My method for structuring the artworks around critical discourses on listening has been to use the framing and re-framing of sound to elicit and contrast these variations of listening-to sound. This method is based in a rationale by which I argue that the act of listening may be used to critique itself – conduct an immanent critique – by leading a listener to simultaneously entertain multiple sets of standards of evaluation – schemata of types of listening-to sound – for the same object of listening (Sonderegger and Boer, 2011, Rumelhart, 1980). These competing schemata should conflict and cause alteration to themselves and their governing set of standards – the schema of listening-in-general – theoretically altering a listener’s conception of listening through an experience that juxtaposes listening’s variations.

My method for determining whether the artworks do foster critical reflection on listening has been based on a variation of that outlined in Clark Moustakas’ Heuristic Research (1990), a research methodology that emphasizes investigation of phenomena as experienced. I have used this modified heuristic method to test the works’ efficacy: in stimulating the intended structure of the experience as a sequence of intended types of listening-to the sonic content; in evoking general critical reflection on listening; and in evoking reflection on listening matching the intended sentiment and themes of critique of each work. The testing was carried out with a group of eleven participants, who were shown draft versions of the artworks in a one-on-one setting with the artist, and interviewed on their experiences after listening to each work. Analysis of the interview responses produced the results of the tests of the works’ efficacy, and these results were used to inform the refinement and completion of the works as presented in this exhibition.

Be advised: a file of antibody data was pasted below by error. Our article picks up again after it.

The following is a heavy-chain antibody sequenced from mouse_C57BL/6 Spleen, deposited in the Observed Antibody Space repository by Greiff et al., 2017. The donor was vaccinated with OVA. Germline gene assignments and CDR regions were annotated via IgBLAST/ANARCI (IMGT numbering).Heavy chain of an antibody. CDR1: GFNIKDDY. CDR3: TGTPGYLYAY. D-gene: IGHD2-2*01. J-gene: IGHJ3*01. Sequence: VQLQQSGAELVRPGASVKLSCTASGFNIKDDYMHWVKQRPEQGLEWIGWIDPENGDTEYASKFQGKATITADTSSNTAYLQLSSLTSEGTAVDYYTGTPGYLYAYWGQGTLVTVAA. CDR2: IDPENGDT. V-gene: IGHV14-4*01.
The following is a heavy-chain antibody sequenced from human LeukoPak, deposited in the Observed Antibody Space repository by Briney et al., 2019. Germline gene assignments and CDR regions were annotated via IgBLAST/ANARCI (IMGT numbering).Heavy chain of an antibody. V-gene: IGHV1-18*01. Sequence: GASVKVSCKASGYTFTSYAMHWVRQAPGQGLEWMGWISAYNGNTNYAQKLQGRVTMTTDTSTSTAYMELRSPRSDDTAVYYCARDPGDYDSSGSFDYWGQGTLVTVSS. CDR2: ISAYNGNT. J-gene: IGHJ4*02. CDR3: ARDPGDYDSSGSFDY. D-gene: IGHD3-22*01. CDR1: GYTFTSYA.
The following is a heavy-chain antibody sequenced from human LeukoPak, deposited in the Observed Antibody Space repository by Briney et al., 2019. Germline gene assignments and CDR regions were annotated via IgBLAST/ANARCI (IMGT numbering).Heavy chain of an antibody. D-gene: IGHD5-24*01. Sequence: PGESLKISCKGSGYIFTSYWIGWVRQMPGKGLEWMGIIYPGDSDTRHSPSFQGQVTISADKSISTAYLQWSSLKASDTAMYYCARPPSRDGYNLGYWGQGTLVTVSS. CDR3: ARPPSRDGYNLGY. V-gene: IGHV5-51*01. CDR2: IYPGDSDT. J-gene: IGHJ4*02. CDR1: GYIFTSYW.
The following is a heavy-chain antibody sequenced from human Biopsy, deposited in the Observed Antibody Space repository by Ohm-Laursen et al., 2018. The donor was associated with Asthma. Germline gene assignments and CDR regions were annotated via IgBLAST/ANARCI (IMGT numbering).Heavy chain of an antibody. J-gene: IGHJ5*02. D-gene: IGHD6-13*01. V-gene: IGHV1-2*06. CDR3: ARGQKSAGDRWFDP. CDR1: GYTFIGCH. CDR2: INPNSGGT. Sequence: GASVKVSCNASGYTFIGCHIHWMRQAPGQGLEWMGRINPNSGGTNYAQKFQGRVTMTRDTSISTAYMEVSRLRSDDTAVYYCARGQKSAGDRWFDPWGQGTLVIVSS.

The results of the analysis of participant responses demonstrated that the works did reliably stimulate general critical reflection on listening in most participants’ responses. This conclusion was ascertained from the participants’ responses to the initial question of each interview, which asked for the participant to define the term listening; the majority of responses contained critical reflection on listening that changed in emphasis from piece to piece, and reflected their present understanding of listening in light of the piece just listened to. The results of the analysis also demonstrated that in the majority of cases the works did evoke experiences containing the intended types of listening-to sound following the intended structure of events, although the reproducibility of the intended structure and listening types varied from piece to piece. In addition, the results demonstrated that overall the artworks did not reliably stimulate reflection on listening that exactly matched the artist’s intended sentiment, although they did evoke discussion including the works’ intended themes with relative reliability. By all of these measures Sound, proof (Robinson, 2014d) proved the most consistent in achieving its intent, and Over hear (Robinson, 2014c) the least. These conclusions were ascertained from responses to a group of questions asking participants to describe their general experience of each piece, what they were listening to during the piece, and how or in what way they were listening.